Many bacteria are motile and they can migrate by utilizing mechanisms based on different principles. Motility mechanisms have been developed in bacteria in order for them to be to be attracted or repelled by certain stimuli. Motility is a feature, which is used for characterization and identification of bacteria and methods have, therefore, been developed to detect motility. Bacterial locomotion must be distinguished from so-called Brownian molecular motion, which is random and depends on the thermal motion of water molecules, which can push the bacteria so that it is perceived as if the bacteria move under the microscope.
Swimming movement by means of flagella
Bacteria can have flagella, which may be one or several in number, and which act as propellers and allow the bacteria to move in a predetermined direction. Very simplified, you can say that the flagellum consists of a moving filament, which is linked to a molecular engine (basal body) in the bacterial envelope via a hook. The flagellum consists of many subunits of the protein flagellin, which form a hollow and flexible cylinder. The molecular engine, which is built up by protein subunits, is driven by the proton gradient (or a Na+ ion gradient) over the cell membrane and can get the filaments to rotate clockwise or counterclockwise. This rotation causes the bacteria to swim in a certain direction and to tumble, respectively. The direction is dependent on outer stimuli and during tumbling, the bacteria can change direction of the movement.
Bacteria within the phylum Spirochaetota have so-called periplasmic flagella (endoflagella or axial filaments), which are localized in the periplasmic space between the cell membrane and the outer membrane. This arrangement result in a screw like motility (or flat-wave motility), which makes it possible for these bacteria to move in highly viscous material (like mucus).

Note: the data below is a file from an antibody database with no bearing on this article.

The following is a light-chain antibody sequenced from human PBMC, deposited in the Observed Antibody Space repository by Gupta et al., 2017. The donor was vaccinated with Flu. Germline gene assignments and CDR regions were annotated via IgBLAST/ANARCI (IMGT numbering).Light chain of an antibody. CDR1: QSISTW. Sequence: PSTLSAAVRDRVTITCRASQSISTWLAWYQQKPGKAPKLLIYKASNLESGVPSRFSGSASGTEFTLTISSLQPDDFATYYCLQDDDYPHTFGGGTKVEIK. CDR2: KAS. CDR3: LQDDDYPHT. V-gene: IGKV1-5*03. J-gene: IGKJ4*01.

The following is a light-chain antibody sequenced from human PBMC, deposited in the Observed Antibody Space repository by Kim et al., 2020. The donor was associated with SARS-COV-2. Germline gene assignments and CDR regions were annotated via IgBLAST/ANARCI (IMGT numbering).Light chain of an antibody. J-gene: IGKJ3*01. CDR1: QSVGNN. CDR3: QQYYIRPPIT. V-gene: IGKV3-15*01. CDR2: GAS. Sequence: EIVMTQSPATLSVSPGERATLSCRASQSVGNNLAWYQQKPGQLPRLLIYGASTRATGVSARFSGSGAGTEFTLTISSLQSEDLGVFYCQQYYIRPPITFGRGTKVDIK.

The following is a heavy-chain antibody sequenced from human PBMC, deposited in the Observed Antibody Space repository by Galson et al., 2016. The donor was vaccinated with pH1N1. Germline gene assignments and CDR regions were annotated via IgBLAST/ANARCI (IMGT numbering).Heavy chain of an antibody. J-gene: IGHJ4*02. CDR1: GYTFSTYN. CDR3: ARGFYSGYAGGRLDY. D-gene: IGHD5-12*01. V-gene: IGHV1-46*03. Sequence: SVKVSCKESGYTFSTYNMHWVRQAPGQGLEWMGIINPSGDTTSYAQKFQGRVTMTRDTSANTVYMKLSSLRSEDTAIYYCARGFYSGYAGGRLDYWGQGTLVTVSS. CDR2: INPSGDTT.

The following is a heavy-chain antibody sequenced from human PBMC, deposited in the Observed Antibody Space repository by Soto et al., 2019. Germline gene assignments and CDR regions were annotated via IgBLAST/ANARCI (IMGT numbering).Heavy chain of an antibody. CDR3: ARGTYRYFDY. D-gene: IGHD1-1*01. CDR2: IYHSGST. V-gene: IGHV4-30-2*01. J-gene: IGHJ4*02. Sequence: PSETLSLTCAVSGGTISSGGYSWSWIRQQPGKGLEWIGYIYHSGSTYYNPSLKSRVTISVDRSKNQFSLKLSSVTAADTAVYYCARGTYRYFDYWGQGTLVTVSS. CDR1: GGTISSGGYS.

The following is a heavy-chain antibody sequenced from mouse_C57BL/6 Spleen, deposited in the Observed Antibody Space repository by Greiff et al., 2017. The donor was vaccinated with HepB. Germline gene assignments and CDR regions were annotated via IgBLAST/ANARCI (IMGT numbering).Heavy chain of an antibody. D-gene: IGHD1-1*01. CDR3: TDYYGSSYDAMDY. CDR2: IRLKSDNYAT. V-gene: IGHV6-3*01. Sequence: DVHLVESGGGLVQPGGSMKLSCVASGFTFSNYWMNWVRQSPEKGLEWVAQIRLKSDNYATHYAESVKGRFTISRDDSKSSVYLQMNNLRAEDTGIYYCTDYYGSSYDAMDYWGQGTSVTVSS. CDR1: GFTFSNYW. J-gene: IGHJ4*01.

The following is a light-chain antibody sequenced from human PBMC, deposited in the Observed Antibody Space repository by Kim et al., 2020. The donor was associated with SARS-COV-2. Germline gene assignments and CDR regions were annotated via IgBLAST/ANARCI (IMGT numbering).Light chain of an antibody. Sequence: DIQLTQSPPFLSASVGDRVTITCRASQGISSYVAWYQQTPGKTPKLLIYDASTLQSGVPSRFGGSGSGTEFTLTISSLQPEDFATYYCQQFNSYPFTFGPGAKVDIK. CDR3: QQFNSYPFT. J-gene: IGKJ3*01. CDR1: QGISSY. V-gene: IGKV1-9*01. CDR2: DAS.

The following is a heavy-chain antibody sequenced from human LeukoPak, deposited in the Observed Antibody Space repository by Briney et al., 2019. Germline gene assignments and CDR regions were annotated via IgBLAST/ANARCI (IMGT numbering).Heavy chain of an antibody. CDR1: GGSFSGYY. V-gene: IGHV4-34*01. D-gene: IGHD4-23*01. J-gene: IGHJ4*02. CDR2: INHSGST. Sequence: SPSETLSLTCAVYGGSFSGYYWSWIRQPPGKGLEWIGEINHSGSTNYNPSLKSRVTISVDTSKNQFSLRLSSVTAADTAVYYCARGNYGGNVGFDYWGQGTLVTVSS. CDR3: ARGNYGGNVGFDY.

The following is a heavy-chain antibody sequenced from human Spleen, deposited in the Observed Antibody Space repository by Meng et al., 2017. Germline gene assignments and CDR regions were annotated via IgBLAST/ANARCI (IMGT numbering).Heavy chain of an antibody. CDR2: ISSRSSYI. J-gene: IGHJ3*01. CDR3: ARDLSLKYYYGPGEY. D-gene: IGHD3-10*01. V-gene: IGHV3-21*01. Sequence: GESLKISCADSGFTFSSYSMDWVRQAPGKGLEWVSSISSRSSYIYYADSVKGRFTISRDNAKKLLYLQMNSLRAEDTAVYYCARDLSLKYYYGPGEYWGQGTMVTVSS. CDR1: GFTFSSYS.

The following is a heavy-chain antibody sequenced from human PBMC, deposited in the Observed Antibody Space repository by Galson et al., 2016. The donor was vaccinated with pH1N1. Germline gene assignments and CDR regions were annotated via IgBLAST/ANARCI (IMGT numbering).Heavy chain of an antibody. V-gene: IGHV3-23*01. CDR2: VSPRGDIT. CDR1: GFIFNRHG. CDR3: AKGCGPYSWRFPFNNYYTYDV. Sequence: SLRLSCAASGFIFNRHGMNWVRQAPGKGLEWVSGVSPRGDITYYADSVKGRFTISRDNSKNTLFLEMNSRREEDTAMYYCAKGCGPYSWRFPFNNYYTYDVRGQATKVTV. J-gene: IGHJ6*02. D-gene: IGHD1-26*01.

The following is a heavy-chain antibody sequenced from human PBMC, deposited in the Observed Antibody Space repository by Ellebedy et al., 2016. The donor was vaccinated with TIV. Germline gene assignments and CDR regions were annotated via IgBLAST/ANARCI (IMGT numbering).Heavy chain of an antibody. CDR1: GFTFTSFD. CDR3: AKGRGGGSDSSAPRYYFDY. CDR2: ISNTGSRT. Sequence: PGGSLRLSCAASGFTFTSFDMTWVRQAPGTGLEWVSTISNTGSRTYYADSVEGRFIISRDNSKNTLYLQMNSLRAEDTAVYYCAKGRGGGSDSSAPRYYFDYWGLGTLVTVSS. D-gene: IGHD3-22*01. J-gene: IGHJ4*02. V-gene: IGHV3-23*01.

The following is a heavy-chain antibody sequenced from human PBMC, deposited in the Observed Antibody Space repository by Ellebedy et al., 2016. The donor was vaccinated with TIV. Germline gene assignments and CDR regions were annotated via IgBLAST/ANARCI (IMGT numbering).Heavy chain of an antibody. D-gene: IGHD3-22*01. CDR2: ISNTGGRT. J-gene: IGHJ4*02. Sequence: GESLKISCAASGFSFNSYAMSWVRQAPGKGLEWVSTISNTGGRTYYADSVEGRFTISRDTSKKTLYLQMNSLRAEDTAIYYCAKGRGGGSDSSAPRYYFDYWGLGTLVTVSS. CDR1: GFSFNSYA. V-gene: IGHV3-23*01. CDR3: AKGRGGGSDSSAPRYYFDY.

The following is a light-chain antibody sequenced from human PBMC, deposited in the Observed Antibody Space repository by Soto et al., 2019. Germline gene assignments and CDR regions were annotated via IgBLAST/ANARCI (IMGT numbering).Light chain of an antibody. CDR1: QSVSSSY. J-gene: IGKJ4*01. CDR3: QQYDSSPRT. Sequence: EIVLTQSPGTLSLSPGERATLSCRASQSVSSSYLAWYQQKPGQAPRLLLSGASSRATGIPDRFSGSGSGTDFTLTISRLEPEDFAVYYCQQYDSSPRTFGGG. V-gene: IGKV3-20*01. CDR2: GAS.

Twitching motility by means of type IV pili (fimbria)
Bacteria which have so-called type IV pili can move by using the external ends of the pili, which have hooks, and can adhere to a solid substrates like the surface which the bacteria colonize or to other bacteria. When the pilus contracts, the bacteria are pulled forward. Movement produced by type IV pili is typically jerky, and thus it is simply called twitching motility. Pseudomonas aeruginosa has this twitching motility.
Gliding motility on surfaces
Some bacteria can glide on wet surfaces, but the molecular mechanisms are incompletely understood. Examples of bacteria, which have this ability are: members of the phylum Cyanobacteria and the genera Flavobacteria and Mycoplasma.
Some pathogenic bacteria can move inside the host cell by using its cytoskeleton. The cytoskeleton is normally used to move organelles inside the eukaryotic cell. By stimulating actin polymerization at one of its poles, these bacteria can form a kind of tail, which pushes them through the cytoplasm of the host cell. Examples of bacteria that can use this mechanism are species within the genera Burkholderia, Listeria, Rickettsia and Shigella.
Motility tests can be performed in test tubes containing a semi-solid medium, i.e a medium with a low concentration of agar. The medium is inoculated with a plastic loop, which is inserted into the agar and pulled up again. If the bacterium is motile, the medium in the whole tube will turn turbid, but if it is non-motile turbidity will only be obtained where the plastic loop was inserted. The picture shows a negative control (A), Staphylococcus aureus subsp. aureus (B) which is non-motile and Escherichia coli (C), which is motile.